One of the things I really appreciated about Underworld was the relationship between Pierce and John. It’s the heart of the story. John was a total enigma in the first book—sweeping in and out and rescuing Pierce, arguing with her, and always intriguing her, while somehow remaining out of reach.  In this book he really has a chance to shine.  We get to know him better (although he still maintains an air of mystery) and we see the love and attachment between him and Pierce really develop into a true, steamy, tingle in your toes romance.  Near the end I thought the pages were going to go up in flames. That’s how good it was between those two.

And romance aside, this is just a really good story that’s well-told.  Every chapter left me hungry for more, so much so that this book hasn’t even technically come out yet and I’m already falling all over myself dying for the sequel. And for more shirtlessness, let’s be honest.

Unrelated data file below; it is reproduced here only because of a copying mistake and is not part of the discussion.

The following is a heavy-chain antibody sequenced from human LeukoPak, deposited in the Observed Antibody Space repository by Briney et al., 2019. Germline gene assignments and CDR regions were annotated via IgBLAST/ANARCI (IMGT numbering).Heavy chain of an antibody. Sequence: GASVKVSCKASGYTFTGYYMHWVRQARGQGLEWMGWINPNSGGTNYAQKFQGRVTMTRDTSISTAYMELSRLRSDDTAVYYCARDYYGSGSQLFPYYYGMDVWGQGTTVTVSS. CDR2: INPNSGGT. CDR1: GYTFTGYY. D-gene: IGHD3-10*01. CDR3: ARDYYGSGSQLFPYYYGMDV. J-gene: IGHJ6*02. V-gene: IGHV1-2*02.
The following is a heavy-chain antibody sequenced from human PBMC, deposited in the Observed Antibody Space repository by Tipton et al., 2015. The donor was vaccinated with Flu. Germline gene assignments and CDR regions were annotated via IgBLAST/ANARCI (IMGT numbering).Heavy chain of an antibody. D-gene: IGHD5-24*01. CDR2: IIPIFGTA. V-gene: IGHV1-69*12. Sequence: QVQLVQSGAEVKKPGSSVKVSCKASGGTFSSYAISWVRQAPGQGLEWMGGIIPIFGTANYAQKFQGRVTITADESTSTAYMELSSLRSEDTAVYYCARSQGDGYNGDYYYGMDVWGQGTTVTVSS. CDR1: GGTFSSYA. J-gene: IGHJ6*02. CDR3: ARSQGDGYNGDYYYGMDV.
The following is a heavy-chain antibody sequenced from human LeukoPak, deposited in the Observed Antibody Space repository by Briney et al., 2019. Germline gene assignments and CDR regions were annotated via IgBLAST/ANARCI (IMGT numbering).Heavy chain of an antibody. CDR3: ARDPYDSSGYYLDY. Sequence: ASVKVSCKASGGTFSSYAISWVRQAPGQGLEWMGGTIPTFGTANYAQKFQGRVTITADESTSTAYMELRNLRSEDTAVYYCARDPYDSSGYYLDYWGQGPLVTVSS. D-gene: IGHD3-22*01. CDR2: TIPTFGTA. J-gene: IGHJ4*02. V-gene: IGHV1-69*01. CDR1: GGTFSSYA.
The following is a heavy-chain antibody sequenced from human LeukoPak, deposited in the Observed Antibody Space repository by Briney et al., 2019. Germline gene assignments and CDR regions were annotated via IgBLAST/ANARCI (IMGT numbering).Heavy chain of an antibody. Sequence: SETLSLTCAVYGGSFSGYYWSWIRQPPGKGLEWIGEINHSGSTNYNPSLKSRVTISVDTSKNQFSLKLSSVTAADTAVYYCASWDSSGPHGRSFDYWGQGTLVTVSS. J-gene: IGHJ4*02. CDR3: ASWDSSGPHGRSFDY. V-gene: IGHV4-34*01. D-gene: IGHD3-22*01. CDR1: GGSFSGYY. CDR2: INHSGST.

Crush Intensity– 4.75/5 Read this book and love it like I did. Crush on John, continue to root for Pierce, and enjoy the eerie vibe and the mystery as it all plays out.

Memorable Quote:

“Do you really think bringing me here is going to make them just…stop?”

Because the rest of my worries were about precisely this.

“I don’t know,” he admitted. dipping his head to press his mouth to the back of my neck [INSERT TEE’S SIGH HERE]. I felt an immediate zing all along my veins, like his lips were carbonated or something. “This is the first time I’ve ever been in love with a girl who the Furies were trying to kill. But I know there’s nothing you can do to stop them. This is exactly where you belong. Where you’ve always belonged. And where I hope you’ll consider staying…this time.”